We were super pumped to be part of one of the world’s largest online advertising event, Ad World 2022. Before the year closes, we thought to share key takeaways from the conference to lend insight to your own advertising efforts within the digital space.
As the first post in our Ad World series, we’ll focus on content marketing and how your brand can create content that converts effectively. We’ll take a look at what you can do to create more effective content, and how to ensure your content resonates among your audiences. Whether you’re marketing products and services online or using social media as part of a wider business strategy, we’ve made sure to deliver a post that’s filled with practical insight to help readers along.
Consistency is key when it comes to content creation, and messaging buckets are a means of making sure your content is consistently outstanding. Every brand seeks to stand out from the competition, so how exactly can yours achieve this? Courtney Tarrant, Ad World speaker, identifies four types of messaging buckets:
Credibility-related content shows your target audience why they should trust you. Examples of the content that fits into this bucket include certifications, testimonials, or articles about your product or service published in a magazine. While this is arguably the most important bucket, do note the tendency for most brands to limit themselves to only publishing this kind of content.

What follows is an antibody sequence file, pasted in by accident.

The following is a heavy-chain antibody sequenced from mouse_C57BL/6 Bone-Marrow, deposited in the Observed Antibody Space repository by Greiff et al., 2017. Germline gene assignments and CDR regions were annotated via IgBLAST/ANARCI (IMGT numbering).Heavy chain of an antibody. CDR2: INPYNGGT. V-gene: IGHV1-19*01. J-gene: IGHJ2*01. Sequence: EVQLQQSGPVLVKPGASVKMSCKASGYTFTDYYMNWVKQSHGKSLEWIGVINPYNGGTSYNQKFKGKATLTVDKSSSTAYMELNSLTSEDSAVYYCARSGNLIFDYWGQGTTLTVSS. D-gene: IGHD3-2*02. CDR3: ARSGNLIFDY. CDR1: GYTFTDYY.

Feel Good content helps your target audience feel good about themselves for being socially responsible. This is especially relevant for Gen Z consumers who place a lot of emphasis on sustainability when making a purchase. Content about donating to a cause, making sure people receive their dues, or focusing on the humans behind a brand name are examples of content types that all belong within this content bucket.
Personality content gets your target audience to like you. This kind of content tends to be a little more creative or adventurous, and can include examples like image posts featuring cute and cuddly animals (even if your brand and business model don’t actually have anything to do with them). Try talking about your target market’s favourite food, for instance, or what they like to do for fun.
Vulnerability-related content lets your target audience relate to you, and can make them feel like you understand them. Content in this bucket is usually about your mission, your brand’s raison d’être or what makes your products unique. You might also talk about personal issues that your brand feels strongly about (e.g. domestic abuse) or a relevant issue that you’ve identified your target audience might be going through.
The first thing you need to do is identify your messaging bucket mix, because the content you create doesn’t have to be exclusive to a single bucket. Then, incorporate your buckets into the content you create. For example, the content we created for Guardant Health AMEA combines Credibility and Vulnerability by featuring testimonials, while also discussing examples of how the brand supports the care efforts for cancer patients.